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Theses Doctoral

Essays on Asset Pricing and Downside Risk

Giovannetti, Bruno Cara

This dissertation contributes to the recent and diverse literature on the relation between downside risk and asset prices. In chapter one, we use a famous quote among professional investors, "focus on the downside, and the upside will take care of itself", to motivate a representative consumer-investor who only cares about the downside. The consumption-based asset pricing model that emerges from this idea explains the main existing puzzles found within the asset pricing literature. These include the equity premium and the risk-free rate puzzles, the countercyclicality of the equity premium and the procyclicality of the risk-free rate. The model is parsimonious, requiring only three preference-related parameters: the time discount factor, the elasticity of intertemporal substitution, and the downside risk aversion. When we use the model to understand the relation between returns and consumption in the US, we find that the fitted parameter values are consistent with what is expected from the micro foundations. In chapter two, we show that the model proposed in chapter one can also explain the financial puzzles in other developed countries. This is an important step in the empirical validation of the model. The estimated parameters are robust across highly capitalized countries and qualitatively close to the ones obtained for the US. Moreover, the risk measure under the quantile utility model can better justify the differences in risk premia across countries when compared to the risk measure under the expected utility model. In chapter three, we evaluate the effect of margin requirements on asset prices, an additional channel for the relation between downside risk and prices. We provide evidences of the existence of an aggregate margin-related premium in the economy. In particular, we show that (i) a margin-related factor is able to predict future excess returns of the S&P 500 and (ii) stocks with high betas on the margin-related factor pay on average higher returns compared those with low margin betas. These result are important not only to understand asset prices, but also the unconventional polices implemented by the Fed during the great recession of 2007-2010. Although data on margin requirements for the S&P 500 futures are publicly available, it is in general very hard to obtain information on margins for other assets. Given that, we also propose a nonparametric model for estimating margins as a function of the asset's value at risk. This is theoretically justifiable and has good empirical results.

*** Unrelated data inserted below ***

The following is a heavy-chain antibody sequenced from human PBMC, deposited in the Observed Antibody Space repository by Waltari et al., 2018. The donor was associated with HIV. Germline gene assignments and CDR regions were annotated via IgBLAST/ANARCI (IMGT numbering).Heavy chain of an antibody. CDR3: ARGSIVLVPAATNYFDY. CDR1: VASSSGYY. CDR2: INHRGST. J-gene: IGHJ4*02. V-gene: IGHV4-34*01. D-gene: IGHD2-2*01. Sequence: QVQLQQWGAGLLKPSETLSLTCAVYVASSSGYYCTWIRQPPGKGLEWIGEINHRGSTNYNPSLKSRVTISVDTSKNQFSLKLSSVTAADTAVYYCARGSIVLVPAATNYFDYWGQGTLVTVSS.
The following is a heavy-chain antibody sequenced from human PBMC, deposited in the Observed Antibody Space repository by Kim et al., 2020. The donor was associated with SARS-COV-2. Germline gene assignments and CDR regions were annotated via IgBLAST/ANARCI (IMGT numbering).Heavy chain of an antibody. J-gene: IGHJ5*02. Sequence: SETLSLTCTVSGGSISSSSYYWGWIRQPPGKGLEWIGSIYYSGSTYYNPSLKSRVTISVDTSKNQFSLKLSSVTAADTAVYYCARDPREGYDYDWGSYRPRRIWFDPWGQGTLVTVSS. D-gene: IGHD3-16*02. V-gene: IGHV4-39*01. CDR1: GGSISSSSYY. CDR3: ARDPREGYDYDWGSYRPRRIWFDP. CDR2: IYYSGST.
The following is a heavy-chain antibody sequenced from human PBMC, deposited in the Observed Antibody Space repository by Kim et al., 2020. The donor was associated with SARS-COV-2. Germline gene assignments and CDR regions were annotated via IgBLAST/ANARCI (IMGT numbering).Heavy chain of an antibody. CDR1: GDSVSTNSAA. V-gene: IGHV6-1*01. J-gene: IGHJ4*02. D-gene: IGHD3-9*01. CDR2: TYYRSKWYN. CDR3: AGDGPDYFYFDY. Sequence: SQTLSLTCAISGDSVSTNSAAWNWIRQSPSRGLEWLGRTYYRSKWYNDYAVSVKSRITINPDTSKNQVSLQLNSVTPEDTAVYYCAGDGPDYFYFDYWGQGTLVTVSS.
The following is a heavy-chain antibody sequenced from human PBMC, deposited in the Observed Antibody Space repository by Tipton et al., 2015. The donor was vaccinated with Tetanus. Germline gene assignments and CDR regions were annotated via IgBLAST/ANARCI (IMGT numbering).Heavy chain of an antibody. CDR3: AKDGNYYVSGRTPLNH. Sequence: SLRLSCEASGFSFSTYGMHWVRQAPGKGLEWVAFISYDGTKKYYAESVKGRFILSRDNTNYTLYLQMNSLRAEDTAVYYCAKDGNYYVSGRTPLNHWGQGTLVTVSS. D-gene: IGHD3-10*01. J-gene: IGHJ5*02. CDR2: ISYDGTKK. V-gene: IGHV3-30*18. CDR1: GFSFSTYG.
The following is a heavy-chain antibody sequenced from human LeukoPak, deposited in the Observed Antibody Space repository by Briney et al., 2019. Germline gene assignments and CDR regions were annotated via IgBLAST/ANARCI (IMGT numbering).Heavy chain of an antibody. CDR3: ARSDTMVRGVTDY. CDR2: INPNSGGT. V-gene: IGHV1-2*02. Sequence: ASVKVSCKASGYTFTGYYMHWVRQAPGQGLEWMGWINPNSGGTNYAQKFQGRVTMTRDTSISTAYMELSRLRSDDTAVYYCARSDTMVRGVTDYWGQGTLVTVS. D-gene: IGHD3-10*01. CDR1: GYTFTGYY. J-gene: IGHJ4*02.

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More About This Work

Academic Units
Thesis Advisors
Kristensen, Dennis
Ph.D., Columbia University
Published Here
April 29, 2011